Last April, Florence’s husband died. I learned from her diary that they had met when she was 13 in the country at his parent’s hotel. I flew down to Florida to be with her. “Lily and her new grandmother,” Florence said, as we took a photo. “You’ve brought back my life.”

From being hidden inside a diary with a tiny key, Florence has been revealed in a book. How does Florence feel about that? She writes about her feelings in the forward to the book, as well as the death of her husband of 67 years last spring. Their first kiss, when Florence was 13, was also recorded in her diary.

Today, Florence and I gab like teenagers on the phone. She said, “My friends have to take me seriously now. I’m no longer an invisible older woman.”

Florence was a feminist even before she knew the word. She hopes she will inspire teenagers and young women today to reflect on their lives. Sixteen-year-old Florence wrote, on June 28, 1932, “Stuffed myself with Mozart and Beethoven--feel like a ripe apricot--am dizzy with the exotic.”

On April 10, 1932, Florence wrote: "Wrote all day -- and my story is still incomplete." What stood out about Florence was her fearless inward gaze and her commitment to carving out a path of her own. She was writing her story of who she was and would become while recording her daily entries. Although separated by three quarters of a century, I felt that this lovely ingĂ©nue and I were on parallel paths, both searching for love and meaning in our lives—a profound connection that readers feel as well.

“A movie star!” Florence exclaimed while sharing with me photos of her Italian Count in his white aviator’s jacket about to climb into his propeller plane.
What a journey! From diary to dumpster to a book, which is traveling the world. With the talk of the financial crisis and comparisons being made to The Great Depression, there is renewed interest in what life was really like in the 1930s as depicted in the diary.

Florence, who is unexpectedly glamorous at ninety-three, recently purchased a laptop and is writing again. In the foreword to The Red Leather Diary, where she asks, “How does it feel when a forgotten chunk of your life is handed back to you?” We are constantly emailing back and forth. The Red Leather Diary is a tribute to the tempestuous girl I came to know on paper and the older, more even-tempered woman I grew to love in real life. It’s a magical story about coming of age, following your dreams and discovering (or rediscovering) who you are, were and want to be. A world straight from the pages of a F. Scott Fitzgerald novel.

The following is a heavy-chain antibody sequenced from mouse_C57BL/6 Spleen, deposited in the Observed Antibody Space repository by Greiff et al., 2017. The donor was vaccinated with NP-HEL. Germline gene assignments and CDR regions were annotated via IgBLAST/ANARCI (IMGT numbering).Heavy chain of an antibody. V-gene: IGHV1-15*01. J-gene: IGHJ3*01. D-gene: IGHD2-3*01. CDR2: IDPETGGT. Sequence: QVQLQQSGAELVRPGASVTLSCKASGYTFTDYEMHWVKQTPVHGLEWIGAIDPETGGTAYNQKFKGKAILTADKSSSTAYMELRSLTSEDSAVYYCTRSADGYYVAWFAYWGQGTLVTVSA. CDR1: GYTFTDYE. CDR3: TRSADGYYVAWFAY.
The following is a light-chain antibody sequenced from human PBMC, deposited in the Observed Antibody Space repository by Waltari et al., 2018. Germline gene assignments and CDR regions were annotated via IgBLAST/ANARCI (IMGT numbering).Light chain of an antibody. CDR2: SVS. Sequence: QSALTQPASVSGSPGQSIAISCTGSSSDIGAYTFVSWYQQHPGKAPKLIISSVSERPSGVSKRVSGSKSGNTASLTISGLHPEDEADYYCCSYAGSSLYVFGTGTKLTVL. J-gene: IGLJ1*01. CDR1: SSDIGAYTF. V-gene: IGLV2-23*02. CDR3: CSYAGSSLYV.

Florence says without missing a beat that she would like Meryl Streep to play her older self in the movie. Scarlett Johansson would be perfect for the young Florence (and myself). We appeared together on The Today Show, where Florence turned to me and squeezed my hand and said, “This is a fairy tale.”

Thoroughly contemporary and timeless, the book offers a rare opportunity for mothers, daughters and grandmothers to read The Red Leather Diary together and share their own experiences at a cross-generational book club meeting with the reading group guide now available:

Friday, February 13, 2009

Free MP3 of “Let’s Get It On” by Marvin Gaye

Happy Valentines Day! Follow the link for a free MP3 download of “Let’s Get It On” by Marvin Gaye - but this will work only today, 2/13/09 and tomorrow, 2/14/09. Enjoy!